It starts the first-class function on the server without invoking the client. And then the server responds not just with the text string of the HTTP protocol, but with a strongly typed tree of documents. Thus, instead of the HTML string, we have a tree, in a programming language - an object of the first class. And the program manipulates this tree, not the string.
Each of these trees contains links, which in themselves are just footnotes for other functions that can be called on the server. When the user clicks on these links, the browser selects the function and conceptually calls it on the server as the original function we called to get to this point.
We also have a database interface that is accessed by a web server that sends requests to the database. In the Ur / Web model, this is not just text, but strongly typed SQL syntax trees. And then the database will respond not with text, but with a list of eigenvalue entries in the Ur programming language with which we work.
Therefore, we don’t need to worry about improperly converting strings into native representations or about converting native representations into any other format that the database traditionally provides us.
This is a key element of how Ur / Web semantics make it easier for programmers to work with a large number of scripts that can actually occur while an application is running.
There is a standard transaction idea in the world of relational databases, where you can perform a series of operations without interrupting them with other parallel threads. And Ur / Web adapts this model and embeds it into the semantics of the language. Therefore, when one function is executed on the server on behalf of the client, all its access to the database occurs as an atomic unit without any interruption caused by all other simultaneous requests to the same server. You cannot avoid this behavior, even if you want, because these transactions are built into the programming language.
And they do make it easier to perform parallel queries and potentially help avoid security issues that arise when some kind of alternation of queries occurs alternating.
I want to get an answer to one of the questions presented in the abstract of this lecture and which intrigued me. So, Ur / Web detects when a transaction completes with an error due to such a parallel execution problem as a dead end, and automatically restarts the transaction. Someone, answering questions, wrote that it might make it easier to launch security attacks that depend on a transaction failure due to concurrency problems. I just wanted to ask the class if anyone could give an example of such an attack, how do you imagine it? If you have a system that automatically restarts transactions in deadlock situations, how can this cause security problems? I have no answer to this question, which is why I ask. This question may have such an unobvious answer that it is clearly worth discussing.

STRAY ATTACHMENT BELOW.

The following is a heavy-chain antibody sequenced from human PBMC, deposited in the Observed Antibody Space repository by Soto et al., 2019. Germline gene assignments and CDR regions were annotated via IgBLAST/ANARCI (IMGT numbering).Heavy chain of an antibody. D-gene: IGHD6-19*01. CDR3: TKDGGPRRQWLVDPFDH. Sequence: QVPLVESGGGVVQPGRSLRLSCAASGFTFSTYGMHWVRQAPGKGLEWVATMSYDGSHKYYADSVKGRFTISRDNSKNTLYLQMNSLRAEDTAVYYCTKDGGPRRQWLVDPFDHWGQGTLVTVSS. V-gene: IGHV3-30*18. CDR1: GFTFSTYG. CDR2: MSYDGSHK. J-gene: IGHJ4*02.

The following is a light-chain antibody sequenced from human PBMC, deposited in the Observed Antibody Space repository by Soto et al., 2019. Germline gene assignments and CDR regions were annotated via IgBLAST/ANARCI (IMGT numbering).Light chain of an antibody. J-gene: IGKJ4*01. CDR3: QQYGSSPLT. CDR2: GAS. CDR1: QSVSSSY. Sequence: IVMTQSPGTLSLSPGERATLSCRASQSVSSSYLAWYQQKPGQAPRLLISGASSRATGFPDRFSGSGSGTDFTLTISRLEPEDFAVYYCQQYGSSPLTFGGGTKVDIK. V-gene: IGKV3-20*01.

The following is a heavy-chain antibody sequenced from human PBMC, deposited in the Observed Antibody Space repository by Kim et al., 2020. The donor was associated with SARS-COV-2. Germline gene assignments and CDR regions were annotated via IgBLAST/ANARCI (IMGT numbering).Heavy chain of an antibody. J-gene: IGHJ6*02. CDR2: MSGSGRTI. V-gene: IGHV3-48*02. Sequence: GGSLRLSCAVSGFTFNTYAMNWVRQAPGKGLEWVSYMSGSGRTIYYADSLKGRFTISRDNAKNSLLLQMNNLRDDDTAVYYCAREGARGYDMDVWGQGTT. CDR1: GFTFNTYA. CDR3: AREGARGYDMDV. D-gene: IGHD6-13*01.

Student:Perhaps something like this could cause a DoS service failure? If he is going to restart the transaction that you are sending, and you know that it will not succeed, you can just continue to restart this process and try again ...
Professor: well, continue ...
Student: if you force the system to do what you know it will never succeed, you can repeat attempts again and again, and, eventually, cause a failure of the service.
Professor:correct, but in order to do this, you need at least two threads running simultaneously. Although this could potentially work and you will be able to launch a “service failure” attack. In this case, you can take advantage of the fact that request handlers are restarted again and again and deliberately cause a conflict, and use this as a way to increase the power of the DoS attack in addition to what you can get with the help of the traditional attack model of this type. Well, I can believe it.
Student: Is this the only way to cause a transaction to fail?
Professor: Yes, this is the only way to cause a crash and automatic restart.
Student:perhaps there is a third party that would conditionally fail. Then you could use this to monitor the behavior of other users.
Professor: you will also need a way to watch someone fail, but you will be able to do it only after a while. However, this can also be a problem. You can use a third-party channel to see what other threads are doing, because their actions might or might not create a conflict in your topic. This is possible in principle, but very intricate. I'm not sure that this is possible, because it is difficult to come up with a specific attack that will work predictably. But it can be a fun security test.
Student:transactions that you run for each incoming request, and you run for the code that runs on the server. But when you send this code to the database, does it turn into a database transaction?
Professor: yes, it is, all server-side execution is packaged in a single database transaction if the application uses the database.
Student: So, if you have a failed transaction, do you tell the database that nothing will be updated later? Because presumably, the database knows nothing about the failure of a transaction.
Professor:yes, so the compiler does static analysis and defines read-only transactions. This creates a read-only transaction, which on some database systems allows for additional optimization.
Student: how about the fact that some of the things you read do not affect what you are going to write, but other things you read can affect this?
Professor:you ask, can we use our knowledge of the semantics of the application to tell the database system that some things that look like concurrency violations are not really such that we do not need to restart the system? I think the answer will be brief - no, the current implementation of the language does not. But it would be interesting to consider in the future. I think that this will require a change in the database engine, and not just the programming language interface.
Student: you can usually divide it into two separate transactions, or maybe you can do so under certain circumstances?